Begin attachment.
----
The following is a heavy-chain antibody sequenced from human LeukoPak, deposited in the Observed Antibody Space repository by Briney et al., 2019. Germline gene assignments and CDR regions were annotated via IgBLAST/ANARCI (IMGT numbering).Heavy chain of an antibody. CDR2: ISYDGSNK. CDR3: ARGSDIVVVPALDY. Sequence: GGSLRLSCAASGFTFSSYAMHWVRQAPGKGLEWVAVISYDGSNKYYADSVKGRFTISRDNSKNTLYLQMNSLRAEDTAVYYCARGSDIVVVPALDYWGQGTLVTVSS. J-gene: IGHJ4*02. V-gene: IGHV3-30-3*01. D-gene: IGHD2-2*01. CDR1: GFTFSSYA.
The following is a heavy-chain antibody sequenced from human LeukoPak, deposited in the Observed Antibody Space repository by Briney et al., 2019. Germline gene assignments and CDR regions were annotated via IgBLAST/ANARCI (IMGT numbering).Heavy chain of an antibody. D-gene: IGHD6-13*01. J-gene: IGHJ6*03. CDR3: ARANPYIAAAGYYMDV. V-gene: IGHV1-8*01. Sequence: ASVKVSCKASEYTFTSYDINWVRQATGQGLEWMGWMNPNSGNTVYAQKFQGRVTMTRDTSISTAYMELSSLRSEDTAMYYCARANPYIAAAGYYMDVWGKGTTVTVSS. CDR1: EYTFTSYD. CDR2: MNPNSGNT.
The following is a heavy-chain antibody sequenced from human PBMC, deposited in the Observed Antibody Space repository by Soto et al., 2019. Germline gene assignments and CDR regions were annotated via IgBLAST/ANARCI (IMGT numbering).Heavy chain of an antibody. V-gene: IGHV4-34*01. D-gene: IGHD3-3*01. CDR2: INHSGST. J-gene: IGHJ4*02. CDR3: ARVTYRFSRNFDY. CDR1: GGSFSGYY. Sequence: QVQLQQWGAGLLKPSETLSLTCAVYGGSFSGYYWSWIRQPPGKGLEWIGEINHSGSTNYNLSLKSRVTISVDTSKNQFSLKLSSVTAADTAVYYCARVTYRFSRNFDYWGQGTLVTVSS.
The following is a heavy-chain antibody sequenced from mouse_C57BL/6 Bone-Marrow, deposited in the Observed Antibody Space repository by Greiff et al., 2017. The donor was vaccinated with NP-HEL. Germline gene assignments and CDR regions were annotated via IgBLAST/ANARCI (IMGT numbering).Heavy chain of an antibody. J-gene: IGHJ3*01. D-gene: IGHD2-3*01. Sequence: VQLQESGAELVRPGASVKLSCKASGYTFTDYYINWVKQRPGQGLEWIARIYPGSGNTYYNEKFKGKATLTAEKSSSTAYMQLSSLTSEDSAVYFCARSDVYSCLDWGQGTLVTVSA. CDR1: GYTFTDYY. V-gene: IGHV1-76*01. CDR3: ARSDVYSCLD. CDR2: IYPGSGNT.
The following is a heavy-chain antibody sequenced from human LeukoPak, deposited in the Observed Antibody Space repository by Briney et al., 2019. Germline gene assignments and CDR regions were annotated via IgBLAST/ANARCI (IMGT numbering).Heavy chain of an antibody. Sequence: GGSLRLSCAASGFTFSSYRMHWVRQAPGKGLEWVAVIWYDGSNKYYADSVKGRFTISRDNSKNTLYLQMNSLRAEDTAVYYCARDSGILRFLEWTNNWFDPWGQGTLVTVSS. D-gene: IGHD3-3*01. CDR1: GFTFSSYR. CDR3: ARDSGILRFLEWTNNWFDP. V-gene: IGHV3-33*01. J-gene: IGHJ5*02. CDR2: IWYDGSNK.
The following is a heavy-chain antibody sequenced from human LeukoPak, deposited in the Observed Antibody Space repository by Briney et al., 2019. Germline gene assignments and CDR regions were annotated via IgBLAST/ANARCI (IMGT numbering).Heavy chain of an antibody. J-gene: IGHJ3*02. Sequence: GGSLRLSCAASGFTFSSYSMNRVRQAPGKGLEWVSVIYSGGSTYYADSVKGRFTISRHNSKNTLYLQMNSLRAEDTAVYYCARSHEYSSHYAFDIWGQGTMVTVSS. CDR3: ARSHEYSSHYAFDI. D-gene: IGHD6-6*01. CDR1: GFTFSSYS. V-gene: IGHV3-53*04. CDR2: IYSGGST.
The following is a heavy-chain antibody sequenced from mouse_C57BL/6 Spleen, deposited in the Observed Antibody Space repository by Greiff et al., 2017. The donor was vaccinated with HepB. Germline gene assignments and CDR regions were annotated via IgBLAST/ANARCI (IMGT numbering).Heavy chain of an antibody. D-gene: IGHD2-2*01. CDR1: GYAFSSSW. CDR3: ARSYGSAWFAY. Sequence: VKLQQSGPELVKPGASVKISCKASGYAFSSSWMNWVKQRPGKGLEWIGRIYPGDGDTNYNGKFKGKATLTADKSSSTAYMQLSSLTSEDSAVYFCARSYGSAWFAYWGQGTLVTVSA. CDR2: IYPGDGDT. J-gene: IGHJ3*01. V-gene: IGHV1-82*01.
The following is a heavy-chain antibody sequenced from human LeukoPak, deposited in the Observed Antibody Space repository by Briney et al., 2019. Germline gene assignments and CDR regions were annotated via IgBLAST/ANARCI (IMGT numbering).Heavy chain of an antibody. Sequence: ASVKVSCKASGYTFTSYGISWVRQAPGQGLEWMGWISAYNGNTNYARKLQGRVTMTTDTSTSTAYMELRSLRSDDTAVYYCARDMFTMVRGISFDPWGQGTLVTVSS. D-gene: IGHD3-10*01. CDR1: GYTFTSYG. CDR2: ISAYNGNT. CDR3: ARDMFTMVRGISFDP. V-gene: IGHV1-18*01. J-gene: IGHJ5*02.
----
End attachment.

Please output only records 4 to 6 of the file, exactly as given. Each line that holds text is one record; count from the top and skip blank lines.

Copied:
The following is a heavy-chain antibody sequenced from mouse_C57BL/6 Bone-Marrow, deposited in the Observed Antibody Space repository by Greiff et al., 2017. The donor was vaccinated with NP-HEL. Germline gene assignments and CDR regions were annotated via IgBLAST/ANARCI (IMGT numbering).Heavy chain of an antibody. J-gene: IGHJ3*01. D-gene: IGHD2-3*01. Sequence: VQLQESGAELVRPGASVKLSCKASGYTFTDYYINWVKQRPGQGLEWIARIYPGSGNTYYNEKFKGKATLTAEKSSSTAYMQLSSLTSEDSAVYFCARSDVYSCLDWGQGTLVTVSA. CDR1: GYTFTDYY. V-gene: IGHV1-76*01. CDR3: ARSDVYSCLD. CDR2: IYPGSGNT.
The following is a heavy-chain antibody sequenced from human LeukoPak, deposited in the Observed Antibody Space repository by Briney et al., 2019. Germline gene assignments and CDR regions were annotated via IgBLAST/ANARCI (IMGT numbering).Heavy chain of an antibody. Sequence: GGSLRLSCAASGFTFSSYRMHWVRQAPGKGLEWVAVIWYDGSNKYYADSVKGRFTISRDNSKNTLYLQMNSLRAEDTAVYYCARDSGILRFLEWTNNWFDPWGQGTLVTVSS. D-gene: IGHD3-3*01. CDR1: GFTFSSYR. CDR3: ARDSGILRFLEWTNNWFDP. V-gene: IGHV3-33*01. J-gene: IGHJ5*02. CDR2: IWYDGSNK.
The following is a heavy-chain antibody sequenced from human LeukoPak, deposited in the Observed Antibody Space repository by Briney et al., 2019. Germline gene assignments and CDR regions were annotated via IgBLAST/ANARCI (IMGT numbering).Heavy chain of an antibody. J-gene: IGHJ3*02. Sequence: GGSLRLSCAASGFTFSSYSMNRVRQAPGKGLEWVSVIYSGGSTYYADSVKGRFTISRHNSKNTLYLQMNSLRAEDTAVYYCARSHEYSSHYAFDIWGQGTMVTVSS. CDR3: ARSHEYSSHYAFDI. D-gene: IGHD6-6*01. CDR1: GFTFSSYS. V-gene: IGHV3-53*04. CDR2: IYSGGST.